CTGS: Because the government’s Charter of Quebec Values will put paid to multicultural strife throughout the province.
CTG: Quebec c’est faire! (Chuckles.) The Mastercraft Home Nuclear Portable Power Station with Optional Dirty Bomb Attachment. New this fall and only at Canadian Tire!
(Cut to logo.)


The Pea Gravel Heist

 The night fell like a bent boxer. As black, oppressive and smothering as the stage curtain of a play that closes on opening night. I made sure the lights were out, that we stayed away from the windows, kept our voices down and kept our cigarettes cupped in the palms of our hands. There was work to be done.

 I was back in Edmonton, a harsh winter burg that hadn’t been sorry to see the last of me 20 years ago. I’ve since bugged out of worse places, spattered with bad blood and a crumpled one-way ticket in my coat. I’ve snuck my shadow out of some nice towns too. I’d been summoned north by a moll I could never quite shake, blonde and bosomy with gams I like to look at. Her wit’s snappier than the gum she chews and sharper than her nails. Her handle is Ann, Ann Fatale. As for me, the name’s Danger, Geoff Danger. I’m a fixer, a freelancer. You don’t ever want to have to deal with the likes of me, but if you do, you’ll want me on your side. Trust me on that.

 Insurance lightning is normally a simple process. You need jerrycans of gasoline and plastic garbage bins. One or two paper matches. Foom! Issue solved. Ann Fatale said she had some torches, would I come up? Turned out the torches weren’t jobs, they were actual torches from the five and dime. Made in China. Citronella candles. Seemed their bases were too small to be stable. She envisioned them resting in terracotta dishes with their flimsy bases weighted down by gravel, pea gravel. They’d look nice on the backyard patio during the evenings. Keep the bugs away. Trouble was Ann Fatale had no gravel. Gravel was my gig. That’s what I signed on for. A pea gravel heist.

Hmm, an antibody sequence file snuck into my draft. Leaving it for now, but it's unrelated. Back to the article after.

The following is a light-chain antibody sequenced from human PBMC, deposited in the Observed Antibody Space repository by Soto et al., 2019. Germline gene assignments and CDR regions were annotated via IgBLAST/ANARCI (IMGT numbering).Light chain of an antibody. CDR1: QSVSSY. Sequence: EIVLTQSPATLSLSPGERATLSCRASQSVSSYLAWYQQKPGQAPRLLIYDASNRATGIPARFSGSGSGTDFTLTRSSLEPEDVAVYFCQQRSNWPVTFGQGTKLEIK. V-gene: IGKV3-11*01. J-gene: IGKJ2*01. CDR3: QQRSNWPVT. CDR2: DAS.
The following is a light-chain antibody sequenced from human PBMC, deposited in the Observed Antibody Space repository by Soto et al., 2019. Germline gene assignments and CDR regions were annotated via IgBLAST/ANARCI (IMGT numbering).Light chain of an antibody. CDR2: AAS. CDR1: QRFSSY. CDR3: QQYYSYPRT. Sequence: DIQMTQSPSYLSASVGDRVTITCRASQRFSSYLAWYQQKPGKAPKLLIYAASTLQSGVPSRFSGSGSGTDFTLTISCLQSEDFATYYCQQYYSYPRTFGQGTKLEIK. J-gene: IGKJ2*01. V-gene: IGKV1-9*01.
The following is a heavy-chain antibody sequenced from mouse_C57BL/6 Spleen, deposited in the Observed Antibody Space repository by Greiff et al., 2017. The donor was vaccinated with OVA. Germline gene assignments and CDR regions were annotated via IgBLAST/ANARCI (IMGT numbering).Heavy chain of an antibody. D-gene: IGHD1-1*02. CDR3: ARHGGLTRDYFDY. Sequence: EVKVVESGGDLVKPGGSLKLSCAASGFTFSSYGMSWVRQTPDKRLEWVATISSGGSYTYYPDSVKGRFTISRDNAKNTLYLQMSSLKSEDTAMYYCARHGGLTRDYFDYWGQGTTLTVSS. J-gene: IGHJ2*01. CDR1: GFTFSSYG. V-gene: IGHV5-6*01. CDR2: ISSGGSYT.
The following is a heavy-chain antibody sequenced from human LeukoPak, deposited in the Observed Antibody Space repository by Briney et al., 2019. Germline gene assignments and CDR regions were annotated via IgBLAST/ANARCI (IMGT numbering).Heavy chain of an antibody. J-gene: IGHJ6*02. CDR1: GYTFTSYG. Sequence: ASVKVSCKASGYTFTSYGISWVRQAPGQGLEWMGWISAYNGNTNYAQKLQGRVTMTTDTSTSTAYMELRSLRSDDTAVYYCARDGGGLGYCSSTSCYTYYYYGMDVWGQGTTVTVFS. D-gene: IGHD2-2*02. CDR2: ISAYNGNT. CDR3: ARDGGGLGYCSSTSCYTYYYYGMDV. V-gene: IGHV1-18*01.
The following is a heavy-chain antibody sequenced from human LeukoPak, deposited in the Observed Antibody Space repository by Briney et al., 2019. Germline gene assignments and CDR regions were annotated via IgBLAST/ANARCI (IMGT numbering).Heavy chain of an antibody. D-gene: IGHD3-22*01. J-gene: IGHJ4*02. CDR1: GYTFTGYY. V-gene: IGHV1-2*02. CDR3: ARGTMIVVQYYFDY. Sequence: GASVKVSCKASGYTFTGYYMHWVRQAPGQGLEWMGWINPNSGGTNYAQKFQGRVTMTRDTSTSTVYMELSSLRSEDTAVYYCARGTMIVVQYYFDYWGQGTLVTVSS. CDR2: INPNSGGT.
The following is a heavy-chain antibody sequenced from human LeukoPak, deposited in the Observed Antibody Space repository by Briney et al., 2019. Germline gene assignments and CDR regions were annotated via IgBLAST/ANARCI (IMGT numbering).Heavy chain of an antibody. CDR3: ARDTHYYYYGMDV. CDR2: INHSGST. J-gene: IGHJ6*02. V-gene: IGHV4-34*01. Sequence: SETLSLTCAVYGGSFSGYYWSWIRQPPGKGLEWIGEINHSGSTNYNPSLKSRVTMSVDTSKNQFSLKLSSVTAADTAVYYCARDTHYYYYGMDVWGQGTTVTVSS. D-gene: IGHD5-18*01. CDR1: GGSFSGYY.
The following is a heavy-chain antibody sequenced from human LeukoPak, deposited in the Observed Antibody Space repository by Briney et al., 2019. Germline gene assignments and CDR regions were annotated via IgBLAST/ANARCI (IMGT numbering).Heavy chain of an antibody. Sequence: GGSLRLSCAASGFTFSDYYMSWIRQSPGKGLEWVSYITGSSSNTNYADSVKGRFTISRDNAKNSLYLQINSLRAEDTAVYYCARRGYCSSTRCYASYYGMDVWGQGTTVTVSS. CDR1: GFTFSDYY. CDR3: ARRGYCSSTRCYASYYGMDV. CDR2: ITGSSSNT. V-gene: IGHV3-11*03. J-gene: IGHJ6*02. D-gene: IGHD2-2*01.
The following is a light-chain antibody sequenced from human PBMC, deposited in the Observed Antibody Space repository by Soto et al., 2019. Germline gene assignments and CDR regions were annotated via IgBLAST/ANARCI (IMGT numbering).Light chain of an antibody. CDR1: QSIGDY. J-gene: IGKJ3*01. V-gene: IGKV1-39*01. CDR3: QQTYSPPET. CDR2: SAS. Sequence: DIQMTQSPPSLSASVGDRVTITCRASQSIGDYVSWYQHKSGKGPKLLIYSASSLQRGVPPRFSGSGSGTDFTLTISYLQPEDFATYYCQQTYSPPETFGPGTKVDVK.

Doctors are a lot like the heat. Everything’s copasetic until you encounter them and they examine you too closely. Suddenly everything’s wrong and you’re looking to escape a diagnosis or handcuffs. A doctor lives one block over from Ann Fatale, four garage doors down the alley. Nobody in the neighbourhood likes the doctor. I get that and I know back alleys like the back of my hand. Seems doctor had a substantial pile of pea gravel along side of his garage. Unused. That afternoon I did a recon, la-di-dah, walking a borrowed dog with bad hips, scanning, scoping and picking up after the dog. It seemed easy enough. All I’d need was a child’s beach sand bucket, a spade, 25 seconds and the cover of darkness.